This has important health implications. To illustrate, scientists have uncovered markedly increased rates of atrial fibrillation (heart arrhythmia that can lead to blood clots, stroke, and organ failure) among those who exhibited “extreme noise annoyance reactions.” Even infrasound—whose frequency falls below the threshold of human audibility—seems capable of affecting the nervous system, prompting recurrent fatigue, headache, nausea, insomnia, and digestive disruption, according to investigations. Meanwhile, there is a growing movement around tools and treatments related to “sound therapy”. Binaural beats, for instance, generate an auditory illusion involving two near-identical tones that are played concurrently in each ear. The neural reconciliation of the slight discrepancy between them is thought to synchronize brain waves and lift one’s mood. The Internet contains about as many endorsements as it does warnings of potential harm.

This last point is a critical one. Notions of “noise pollution” and that hazards posed by it must be operationalized by the individual. Workplace structures that allow that individual to opt in and out of set-ups that either enhance or diminish personal wellbeing are the wave of the future.


The noise register in an open office hovers around 70 decibels (dB)—on par with that of a blaring television. Unsurprisingly, this figure is well in excess of the 49-58 dBs deemed appropriate for the workplace by the American Society of Heating, Refrigerating and Air-Conditioning Engineers. As a consequence, employees in such environments may, ironically, find it challenging to get much done. They might be squeaking by in terms of productivity metrics, but it’s unlikely too many are creatively flourishing while straining to tune into their own inner discourse.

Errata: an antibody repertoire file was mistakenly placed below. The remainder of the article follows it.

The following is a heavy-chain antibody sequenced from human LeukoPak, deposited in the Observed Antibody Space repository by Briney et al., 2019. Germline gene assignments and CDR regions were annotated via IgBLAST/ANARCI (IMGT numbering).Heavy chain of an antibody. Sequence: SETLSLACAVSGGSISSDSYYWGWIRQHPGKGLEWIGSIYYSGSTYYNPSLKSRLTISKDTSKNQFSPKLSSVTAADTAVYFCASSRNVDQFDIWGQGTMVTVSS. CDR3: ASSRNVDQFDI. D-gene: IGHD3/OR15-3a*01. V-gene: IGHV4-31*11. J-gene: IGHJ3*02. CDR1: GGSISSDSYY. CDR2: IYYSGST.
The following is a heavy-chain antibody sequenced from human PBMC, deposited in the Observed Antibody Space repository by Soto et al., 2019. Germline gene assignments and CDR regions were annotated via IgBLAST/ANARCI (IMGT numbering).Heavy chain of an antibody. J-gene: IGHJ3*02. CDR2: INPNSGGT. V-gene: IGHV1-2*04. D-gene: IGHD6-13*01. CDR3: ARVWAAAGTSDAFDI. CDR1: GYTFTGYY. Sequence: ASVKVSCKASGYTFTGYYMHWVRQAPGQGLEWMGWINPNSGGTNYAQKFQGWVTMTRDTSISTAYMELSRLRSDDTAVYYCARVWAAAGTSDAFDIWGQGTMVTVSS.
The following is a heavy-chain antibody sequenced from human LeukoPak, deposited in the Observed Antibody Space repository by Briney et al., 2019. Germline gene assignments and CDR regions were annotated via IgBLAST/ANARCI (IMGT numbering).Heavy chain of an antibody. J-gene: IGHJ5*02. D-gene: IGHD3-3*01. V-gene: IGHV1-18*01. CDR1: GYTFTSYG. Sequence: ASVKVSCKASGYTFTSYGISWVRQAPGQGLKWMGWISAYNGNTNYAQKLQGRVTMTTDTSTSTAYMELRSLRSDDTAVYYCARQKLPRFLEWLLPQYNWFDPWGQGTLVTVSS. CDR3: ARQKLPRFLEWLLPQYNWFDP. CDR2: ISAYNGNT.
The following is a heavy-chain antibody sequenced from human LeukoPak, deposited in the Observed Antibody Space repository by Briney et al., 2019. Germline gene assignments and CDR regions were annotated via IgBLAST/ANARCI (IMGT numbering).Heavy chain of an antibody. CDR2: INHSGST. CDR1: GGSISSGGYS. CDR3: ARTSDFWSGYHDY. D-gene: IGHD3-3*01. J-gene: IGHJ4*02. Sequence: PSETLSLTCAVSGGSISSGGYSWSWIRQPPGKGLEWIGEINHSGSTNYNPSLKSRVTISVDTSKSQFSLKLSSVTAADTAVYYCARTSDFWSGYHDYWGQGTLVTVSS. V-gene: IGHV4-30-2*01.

That being said, workplaces are not intended to be pin drop quiet. Total silence is actually unnerving, as it fundamentally diverges from our evolutionary adaptation to sound. Rather, an acoustically comfortable space is as much about the presence of the right kinds of auditory stimuli as it is about the absence of the wrong ones. In some cases, there’s a middle ground. A privacy pod, for example, utilizes materials like laminated glass and fabric paneling to transform the voices of its occupants into a pleasantly muffled audio stream. When encountered from the outside, the volume is comparable to that of a whisper. Thus, in addition to reducing the loudness of speech that would otherwise intelligibly filter out into common areas, this method of insulation offers a muted but positive contribution to the overall office soundscape. For perspective, this means the absorptive properties of “soft finishes,”—previously limited to difficult-to-install items like carpeting, ceiling tiles, and hanging felt baffling—are now as mobile as our modern workforce.


With such a focus on noise mitigation, it’s easy to overlook an essential question: What is it we do want to listen to throughout the day? In answering, individuals ought to examine what they gravitated toward during the long stretch of distributed working spurred on by the coronavirus pandemic. Presumably, these circumstances allowed for a finer degree of control over aural matters, at least if at home. Some may recall pulling up “masking” apps with different sonic hues. Others may claim that settling in under an air conditioning vent proved sufficient for drowning out the commotion of neighbors. Still others might point to a curated music playlist that came to signal a transition to heads-down time. These are rituals that can “return” to the office with us. There is even a burgeoning trend of bringing meditative practices, including “sound baths,” to the corporate sector. Whichever dimension of acoustics one seeks to embrace or avoid in the workplace, privacy pod manufacturers like Hushoffice ensure the default setting is one of choice.


Written by Elizabeth Hyde for Work Design Magazine.